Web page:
Among the many pioneer priests who have laboured within the limits of the present diocese may be mentioned Father James Bradley, of Newry, who lived to celebrate his golden jubilee in the priesthood; Father Thomas Hayden, of Bedford; Father Lemke, who was a Prussian soldier and a convert from Lutheranism; Father John Walshe, of Hollidaysburg. Father Lemke founded the mission and village of Carroltown, where at present there is a Benedictine priory. Among the Catholic laymen of early days is a family of the Luthers who are said to be direct descendants of Martin Luther and who have given more than one member to the priesthood. The Collins family has also been prominent in advancing the interests of religion.
Next to Loretto in historical importance is Carroltown, founded in 1839, and named after Archbishop Carroll, the first American bishop. It is said that a colony of French Trappist monks sought to establish a house of their order there about the beginning of the last century. Driven from France during the revolution of 1791, a number of the monks found a temporary home in Switzerland, where they remained until the influence of the French government began to be felt in that country in 1798, when they were again forced to flee. They passed into Russia, and soon after into Prussia, and finally turned their faces towards the New World under the guidance of Father Urban Guillet. The little party landed in Baltimore, 4 September, 1803, and went to the vicinity of the future Carroltown, but failing to make a foundation there, they next proceeded to Adams County, Pa., and, leaving that place also, they went further west, finally settling down at Florissant, Mo. The first settler near Carroltown was John Weakland, one of the most powerful and daring of men, and the most famous Catholic pioneer of Western Pennsylvania. About the year 1830 he donated four acres of ground for the site of a church, and under the direction of Father Gallitzin a log church was built, and dedicated to St. Joseph. Bishop Francis Patrick Kenrick visited this church and administered confirmation there 16 October, 1832. The first bishop of Altoona, the Rt. Rev. Eugene A. Garvey, was consecrated in St. Peter's Cathedral, Scranton, Pa., 8 September, 1901, and was installed in St. John's Pro-Cathedral, Altoona, 24 September. There has been a steady growth of the Catholic population, especially from immigration. Almost every nationality is represented; Slavs and Italians predominate in the mining districts. There are some scattered Greek and Syrian Catholics within the limits of the diocese, who are visited occasionally by priests of their own nationality. The diocese is amply supplied with priests, and almost every parish has its school. The relations of the Catholic with the non-Catholic body are all that could be desired, the good influence of the early Catholic settlers having done much to disarm prejudice. Catholics are well represented in the social, business, and professional life of the community.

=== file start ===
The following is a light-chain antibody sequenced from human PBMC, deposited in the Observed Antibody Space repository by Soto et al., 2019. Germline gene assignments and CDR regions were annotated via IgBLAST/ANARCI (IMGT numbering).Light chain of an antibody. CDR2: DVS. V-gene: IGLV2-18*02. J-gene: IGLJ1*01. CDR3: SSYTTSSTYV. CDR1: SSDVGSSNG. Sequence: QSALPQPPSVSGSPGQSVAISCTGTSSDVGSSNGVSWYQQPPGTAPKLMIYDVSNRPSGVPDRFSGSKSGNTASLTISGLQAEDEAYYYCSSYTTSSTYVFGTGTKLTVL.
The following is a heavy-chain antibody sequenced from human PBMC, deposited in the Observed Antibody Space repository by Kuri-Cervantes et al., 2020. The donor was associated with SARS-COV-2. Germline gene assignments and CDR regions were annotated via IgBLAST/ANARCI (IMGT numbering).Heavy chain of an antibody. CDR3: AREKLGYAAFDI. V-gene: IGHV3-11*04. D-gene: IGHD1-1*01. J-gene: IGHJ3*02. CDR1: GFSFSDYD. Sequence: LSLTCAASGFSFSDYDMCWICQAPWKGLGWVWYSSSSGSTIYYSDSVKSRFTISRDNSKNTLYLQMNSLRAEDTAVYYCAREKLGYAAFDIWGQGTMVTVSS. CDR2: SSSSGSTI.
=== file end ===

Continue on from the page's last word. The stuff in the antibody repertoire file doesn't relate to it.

In the diocese there are seventy-four secular priests and sixteen regulars; with forty lay brothers, members of religious communities; about three hundred members of the various sisterhoods, chiefly engaged in teaching; and thirty parish schools educating seven thousand children. The Franciscan Brothers conduct a college at Loretto, with an average attendance of about one hundred students; the Sisters of Mercy have a flourishing academy at Cresson, with about the same number of young ladies. There is a children's home at Ebensburg, in charge of the Sisters of St. Joseph, with about seventy-five inmates.
Sheedy, The Quarterly (Altoona), October, 1901,VII, 263; Idem, The Observer, Pittsburgh, 25 February, 1904; Lambing, History of the Diocese of Pittsburgh (New York, 1880).
MORGAN M. SHEEDY